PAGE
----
Priests’ Aid provides health care and retirement benefits but “it is still much less than what an active priest receives,” he said. “Once a priest retires, housing is no longer provided by a parish. We encourage all priests to be mindful about providing for their retirement early on by enrolling in IRAs or other forms of retirement planning. There are no 401(k) or matching benefits for priests, so the charity stipend and health insurance provided by the Priests’ Aid Society have become a necessity for all our retired priests,” Father Crossen said.


Anne Marie Amacher
Deacons Mike Snyder, left, and Dane Dickinson talk before the Iowa seminarian convocation Aug. 7 at Sacred Heart Cathedral in Davenport.

The Diocese of Davenport currently has six seminarians in various stages of formation. Father Jake Greiner, director of vocations, said, “God-willing, we could have as many as 10 seminarians studying for the diocese next year given current levels of interest. The financial support for seminarians and the prayers of the diocese are having a huge impact on vocations. It is an honor to serve as the vocation director for our diocese.”

Parish campaign

Father Nick Adam, pastor of St. Mary Parish in Fairfield, said he is very proud of his “generous parish,” which raised nearly $550,000, or almost 125% of its goal. It is one of 18 parishes so far to surpass their goal. Father Adam said parishioners have always been very supportive of the Annual Diocesan Appeal, local collections to the food pantry and for youths to attend the National Catholic Youth Conference. Supporting the diocesan campaign is no different.

“They felt this was a good cause.” He joked that some parishioners pointed out how they are helping him for his future retirement. Parishioners can also relate to the seminarian portion of the campaign because one of their own — Deacon Dane Dickinson — is preparing to enter the priesthood next June. The parish portion of the funds will go toward a new roof. “We’ve had problems with spots leaking,” Father Adam said. The parish is working on quotes for the project.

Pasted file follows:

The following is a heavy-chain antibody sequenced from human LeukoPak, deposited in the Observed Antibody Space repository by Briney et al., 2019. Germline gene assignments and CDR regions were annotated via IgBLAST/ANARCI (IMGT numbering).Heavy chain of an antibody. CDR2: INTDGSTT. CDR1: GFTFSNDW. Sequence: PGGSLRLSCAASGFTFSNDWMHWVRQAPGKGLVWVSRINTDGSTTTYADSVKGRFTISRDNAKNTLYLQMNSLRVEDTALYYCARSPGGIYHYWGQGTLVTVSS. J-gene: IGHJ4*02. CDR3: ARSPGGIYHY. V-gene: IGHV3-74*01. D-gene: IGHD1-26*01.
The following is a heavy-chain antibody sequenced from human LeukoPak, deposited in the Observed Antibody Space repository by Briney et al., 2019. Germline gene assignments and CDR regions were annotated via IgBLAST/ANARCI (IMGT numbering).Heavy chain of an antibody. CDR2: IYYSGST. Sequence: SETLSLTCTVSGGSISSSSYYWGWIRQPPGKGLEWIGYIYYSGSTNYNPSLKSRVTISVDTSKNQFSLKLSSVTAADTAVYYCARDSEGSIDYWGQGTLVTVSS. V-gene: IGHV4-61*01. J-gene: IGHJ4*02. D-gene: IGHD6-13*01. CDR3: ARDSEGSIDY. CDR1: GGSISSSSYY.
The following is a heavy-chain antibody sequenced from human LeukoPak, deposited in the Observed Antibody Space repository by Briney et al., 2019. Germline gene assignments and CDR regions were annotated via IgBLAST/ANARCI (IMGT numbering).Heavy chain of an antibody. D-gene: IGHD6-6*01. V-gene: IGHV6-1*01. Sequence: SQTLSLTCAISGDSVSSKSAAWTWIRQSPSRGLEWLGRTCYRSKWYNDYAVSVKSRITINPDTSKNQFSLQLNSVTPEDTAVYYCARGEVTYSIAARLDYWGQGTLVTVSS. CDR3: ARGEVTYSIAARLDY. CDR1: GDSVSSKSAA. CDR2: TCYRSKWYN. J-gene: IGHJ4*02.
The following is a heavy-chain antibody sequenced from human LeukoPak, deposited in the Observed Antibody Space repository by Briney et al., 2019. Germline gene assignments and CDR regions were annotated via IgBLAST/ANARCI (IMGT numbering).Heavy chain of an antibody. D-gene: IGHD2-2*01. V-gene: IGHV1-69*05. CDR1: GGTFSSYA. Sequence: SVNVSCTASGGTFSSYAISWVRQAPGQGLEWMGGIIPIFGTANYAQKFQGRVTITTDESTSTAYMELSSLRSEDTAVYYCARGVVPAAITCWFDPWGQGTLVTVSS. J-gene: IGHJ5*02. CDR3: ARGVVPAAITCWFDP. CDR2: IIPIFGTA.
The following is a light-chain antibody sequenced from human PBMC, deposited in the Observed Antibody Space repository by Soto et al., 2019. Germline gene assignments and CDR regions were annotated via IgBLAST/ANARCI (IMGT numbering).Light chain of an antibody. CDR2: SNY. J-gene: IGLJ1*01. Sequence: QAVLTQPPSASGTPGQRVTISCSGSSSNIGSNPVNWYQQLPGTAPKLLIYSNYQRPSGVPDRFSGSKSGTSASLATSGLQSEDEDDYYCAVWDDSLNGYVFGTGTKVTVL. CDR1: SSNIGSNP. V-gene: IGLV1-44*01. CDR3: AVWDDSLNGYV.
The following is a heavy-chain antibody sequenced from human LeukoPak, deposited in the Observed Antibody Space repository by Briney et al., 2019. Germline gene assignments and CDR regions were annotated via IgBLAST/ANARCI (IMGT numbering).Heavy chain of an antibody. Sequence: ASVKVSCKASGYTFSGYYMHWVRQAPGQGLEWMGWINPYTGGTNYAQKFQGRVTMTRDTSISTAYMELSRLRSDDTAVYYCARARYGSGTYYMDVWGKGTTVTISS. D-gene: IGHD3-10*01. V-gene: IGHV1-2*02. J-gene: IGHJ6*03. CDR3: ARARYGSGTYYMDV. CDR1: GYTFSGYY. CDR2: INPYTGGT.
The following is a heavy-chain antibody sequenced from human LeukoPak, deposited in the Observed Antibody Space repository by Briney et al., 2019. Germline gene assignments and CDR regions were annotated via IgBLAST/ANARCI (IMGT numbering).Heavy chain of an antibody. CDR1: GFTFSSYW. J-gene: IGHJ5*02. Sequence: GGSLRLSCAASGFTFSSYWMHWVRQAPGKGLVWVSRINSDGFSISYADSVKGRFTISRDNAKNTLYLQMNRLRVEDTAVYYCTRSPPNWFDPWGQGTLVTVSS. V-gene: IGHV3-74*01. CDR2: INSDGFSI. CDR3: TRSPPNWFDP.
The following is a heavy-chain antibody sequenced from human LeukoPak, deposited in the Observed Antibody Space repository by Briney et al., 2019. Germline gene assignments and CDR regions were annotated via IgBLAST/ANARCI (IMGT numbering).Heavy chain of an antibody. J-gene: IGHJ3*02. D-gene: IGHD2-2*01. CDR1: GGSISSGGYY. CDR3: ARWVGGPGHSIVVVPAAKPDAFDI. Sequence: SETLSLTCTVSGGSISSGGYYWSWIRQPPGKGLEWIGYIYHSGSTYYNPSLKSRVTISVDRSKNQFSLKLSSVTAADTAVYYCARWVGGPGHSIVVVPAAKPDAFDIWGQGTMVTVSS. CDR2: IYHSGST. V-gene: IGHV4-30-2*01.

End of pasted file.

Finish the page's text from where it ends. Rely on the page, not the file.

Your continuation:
When the campaign kicked off, Father Thom Hennen, pastor of Sacred Heart Cathedral in Davenport, informed parishioners that their parish portion would go toward “extraordinary capital projects that were otherwise not in the budget that are truly needed and need to be done right.”

New doors on the 10th Street side, designed and milled to look like the cathedral’s original doors, are in the process of being installed. Other projects include partial reconstruction of the window frame and protective cover for the sanctuary’s main stained glass window on the north side, and work on the parish hall’s lower level.

So far, the cathedral has received $71,419, which covers the door and window project costs. “We will still have plenty of ‘meat on the bone’ once we get the rest of our parish share. Another major project we are looking at is refitting the main interior lights in the church with LED lights, as we can no longer get the bulbs for those fixtures. We want, of course, to keep the lights themselves, but just replace the ‘guts.’ We do not have an estimate on this yet, but it will be substantial,” Father Hennen said.

“The whole process and outcome of the capital campaign has been great for us,” he added. Sacred Heart raised nearly $870,000, or 113% of its goal. “We know it was needed for our retired priests and for the seminarians, but these were major projects we might not have been able to accomplish for a while if we didn’t have this extra motivation and the money coming back to us in the parish share.”

For information about the campaign, contact your parish campaign team or Tom Tallman at (563) 888-4365 or